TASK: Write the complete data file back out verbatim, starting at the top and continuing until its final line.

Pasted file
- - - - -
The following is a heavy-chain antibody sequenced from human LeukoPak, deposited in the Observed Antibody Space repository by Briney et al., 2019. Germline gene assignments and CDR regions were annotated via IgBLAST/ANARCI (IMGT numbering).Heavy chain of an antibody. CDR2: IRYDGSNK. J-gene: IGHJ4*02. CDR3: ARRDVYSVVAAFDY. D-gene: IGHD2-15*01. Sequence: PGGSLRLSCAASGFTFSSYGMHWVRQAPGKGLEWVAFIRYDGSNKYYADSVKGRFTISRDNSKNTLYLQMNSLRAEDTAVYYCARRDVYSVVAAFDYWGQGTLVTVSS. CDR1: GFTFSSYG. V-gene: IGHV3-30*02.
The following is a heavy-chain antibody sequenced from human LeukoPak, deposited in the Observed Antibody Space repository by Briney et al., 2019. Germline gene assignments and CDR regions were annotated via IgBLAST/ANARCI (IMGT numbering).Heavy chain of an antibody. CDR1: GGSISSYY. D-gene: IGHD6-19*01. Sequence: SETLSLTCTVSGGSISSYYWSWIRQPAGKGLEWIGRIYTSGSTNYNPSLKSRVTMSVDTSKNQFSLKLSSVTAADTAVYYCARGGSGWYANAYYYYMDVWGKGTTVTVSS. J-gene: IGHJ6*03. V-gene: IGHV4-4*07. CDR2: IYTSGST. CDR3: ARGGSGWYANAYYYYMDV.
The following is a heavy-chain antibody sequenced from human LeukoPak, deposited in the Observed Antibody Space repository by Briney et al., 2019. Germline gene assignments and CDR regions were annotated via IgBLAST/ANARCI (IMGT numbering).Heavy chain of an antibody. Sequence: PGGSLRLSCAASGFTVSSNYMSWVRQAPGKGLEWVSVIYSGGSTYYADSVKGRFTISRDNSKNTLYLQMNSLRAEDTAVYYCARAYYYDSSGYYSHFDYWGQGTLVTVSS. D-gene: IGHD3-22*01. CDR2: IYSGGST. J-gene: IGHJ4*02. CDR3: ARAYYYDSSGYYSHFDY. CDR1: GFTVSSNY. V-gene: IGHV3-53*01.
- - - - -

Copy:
The following is a heavy-chain antibody sequenced from human LeukoPak, deposited in the Observed Antibody Space repository by Briney et al., 2019. Germline gene assignments and CDR regions were annotated via IgBLAST/ANARCI (IMGT numbering).Heavy chain of an antibody. CDR2: IRYDGSNK. J-gene: IGHJ4*02. CDR3: ARRDVYSVVAAFDY. D-gene: IGHD2-15*01. Sequence: PGGSLRLSCAASGFTFSSYGMHWVRQAPGKGLEWVAFIRYDGSNKYYADSVKGRFTISRDNSKNTLYLQMNSLRAEDTAVYYCARRDVYSVVAAFDYWGQGTLVTVSS. CDR1: GFTFSSYG. V-gene: IGHV3-30*02.
The following is a heavy-chain antibody sequenced from human LeukoPak, deposited in the Observed Antibody Space repository by Briney et al., 2019. Germline gene assignments and CDR regions were annotated via IgBLAST/ANARCI (IMGT numbering).Heavy chain of an antibody. CDR1: GGSISSYY. D-gene: IGHD6-19*01. Sequence: SETLSLTCTVSGGSISSYYWSWIRQPAGKGLEWIGRIYTSGSTNYNPSLKSRVTMSVDTSKNQFSLKLSSVTAADTAVYYCARGGSGWYANAYYYYMDVWGKGTTVTVSS. J-gene: IGHJ6*03. V-gene: IGHV4-4*07. CDR2: IYTSGST. CDR3: ARGGSGWYANAYYYYMDV.
The following is a heavy-chain antibody sequenced from human LeukoPak, deposited in the Observed Antibody Space repository by Briney et al., 2019. Germline gene assignments and CDR regions were annotated via IgBLAST/ANARCI (IMGT numbering).Heavy chain of an antibody. Sequence: PGGSLRLSCAASGFTVSSNYMSWVRQAPGKGLEWVSVIYSGGSTYYADSVKGRFTISRDNSKNTLYLQMNSLRAEDTAVYYCARAYYYDSSGYYSHFDYWGQGTLVTVSS. D-gene: IGHD3-22*01. CDR2: IYSGGST. J-gene: IGHJ4*02. CDR3: ARAYYYDSSGYYSHFDY. CDR1: GFTVSSNY. V-gene: IGHV3-53*01.